In a renovated castle south of Dublin, in the Irish coastal village of Killiney, sat 30 jet-lagged Americans. Among them were seven college students, an engineer, a miner, an interior designer and four rugby professionals. Together these men were 2,500-to-1 long shots to win the world's third-most-watched sporting event, the Rugby World Cup.
To all the world Team USA—also known as the Eagles—might as well have been convening belowdecks on the Titanic. That's how much of a chance they were given to survive the opening round of the World Cup. Three matches had been scheduled for the Eagles, and they were underdogs in all of them, starting with an Oct. 2 game against Ireland, in Dublin. The second match, against Romania last Saturday, would be followed in five days by a likely thrashing at the hands of Australia, the 1991 champion and a 5-2 choice to win this time. ( New Zealand, England and South Africa were the other favorites to take the final on Nov. 6 in Cardiff, Wales.)
To prepare themselves for the World Cup, the Eagles had traveled to Britain in August for a series of "friendly" matches. But against England's World Cup team the play got unusually serious, and the U.S. wound up losing 106-8. Which means that a lot of people were happy to welcome the U.S. team to Ireland last month.
The customary approach for a team as overmatched as the Eagles would be to focus all its energies on the one tournament foe it was capable of beating. Romania was taking this approach, openly targeting the U.S. For Romania to think of upsetting Ireland or Australia was "unrealistic," explained coach Mircea Paraschiv. Fellow underdogs Spain and Uruguay were raising similar white flags, as if pleading for mercy before the first whistle.
There was no shame in these concessions. It takes amazing courage to play rugby at the highest level. It is a sport of violent collisions, with just a thin layer of padding under the uniforms and no huddles for catching one's breath between plays. The players are not quite of NFL girth (backs usually weigh about 200 pounds, forwards 240), but they are very big, considering the demands of running up and down the field for 80 minutes.
U.S. coach Jack Clark laid out the team's options. Should we play conservatively and accept defeat against Ireland, he asked his players, to save our best efforts for Romania? The players answered soberly and unanimously: absolutely not. They decided that they should try to beat Ireland. They had come too far, sacrificed too much, not to give their all in every match.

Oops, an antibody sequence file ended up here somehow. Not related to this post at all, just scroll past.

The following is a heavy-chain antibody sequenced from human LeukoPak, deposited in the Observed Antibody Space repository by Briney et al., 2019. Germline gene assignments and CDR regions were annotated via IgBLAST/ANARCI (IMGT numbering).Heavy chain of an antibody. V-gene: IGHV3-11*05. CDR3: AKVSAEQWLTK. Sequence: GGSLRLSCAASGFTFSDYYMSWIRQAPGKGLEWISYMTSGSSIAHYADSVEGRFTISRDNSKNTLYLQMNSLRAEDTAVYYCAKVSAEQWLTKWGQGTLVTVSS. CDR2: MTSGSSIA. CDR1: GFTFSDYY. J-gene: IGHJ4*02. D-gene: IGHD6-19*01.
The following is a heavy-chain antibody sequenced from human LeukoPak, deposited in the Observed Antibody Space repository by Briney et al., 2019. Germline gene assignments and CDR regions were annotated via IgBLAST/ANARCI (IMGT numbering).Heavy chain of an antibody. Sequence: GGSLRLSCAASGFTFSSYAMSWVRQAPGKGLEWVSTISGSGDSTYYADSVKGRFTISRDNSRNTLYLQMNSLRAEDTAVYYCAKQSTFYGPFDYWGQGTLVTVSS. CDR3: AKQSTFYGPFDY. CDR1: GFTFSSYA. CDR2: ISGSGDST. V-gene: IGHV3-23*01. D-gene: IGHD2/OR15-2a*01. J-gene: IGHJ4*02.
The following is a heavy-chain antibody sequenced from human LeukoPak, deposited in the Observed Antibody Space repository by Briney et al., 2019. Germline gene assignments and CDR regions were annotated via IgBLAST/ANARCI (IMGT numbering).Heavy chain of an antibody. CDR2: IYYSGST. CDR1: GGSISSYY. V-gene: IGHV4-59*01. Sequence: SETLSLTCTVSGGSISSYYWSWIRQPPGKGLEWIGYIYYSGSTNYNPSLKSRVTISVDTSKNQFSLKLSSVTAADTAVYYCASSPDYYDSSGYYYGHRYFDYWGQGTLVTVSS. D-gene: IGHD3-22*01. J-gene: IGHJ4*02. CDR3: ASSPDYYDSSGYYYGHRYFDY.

"This is what is so beautiful about the American mentality," says Richard Tardits, 34, a French-born U.S. resident who spent four NFL seasons as a linebacker for the Arizona Cardinals and the New England Patriots before returning to the sport of rugby and joining the Eagles in 1993. "As long as we are not dead, we always believe that we have a chance."
Four years ago, at the last World Cup, rugby was still officially an amateur sport. It was against the rules to pay players (although the best of them were paid anyway). But with escalating television revenue, mostly from Rupert Murdoch, the International Rugby Board voted in August 1995 to make rugby "open" to all players. A dozen of the top rugby nations, including Ireland, quickly made their players professionals. The Irish ruggers didn't get rich—their biggest star, Keith Wood, was said to be making less than $200,000 in salary and endorsements—but for the first time they were making careers of the sport.
The U.S. team, in the meantime, has fielded only four men who play rugby professionally, in Britain and Italy. Among these four, the only world-class player is 6'4", 245-pound captain Dan Lyle (SI, Sept. 6), who earns about $200,000 from the English club Bath. The other 26 Eagles have full-time jobs or are students. Not many team sports are left in which amateurs line up alongside pros, especially for a world championship. The Eagles are among the last of a dying breed.
Between practices and team meetings during the World Cup, the Eagles checked their E-mail and voice mail and phoned their offices in the States. Fly-half Mark Williams, 38, the team's oldest player, figured he was losing $3,500 during his four-week absence from his interior-design business in Aspen, Colo.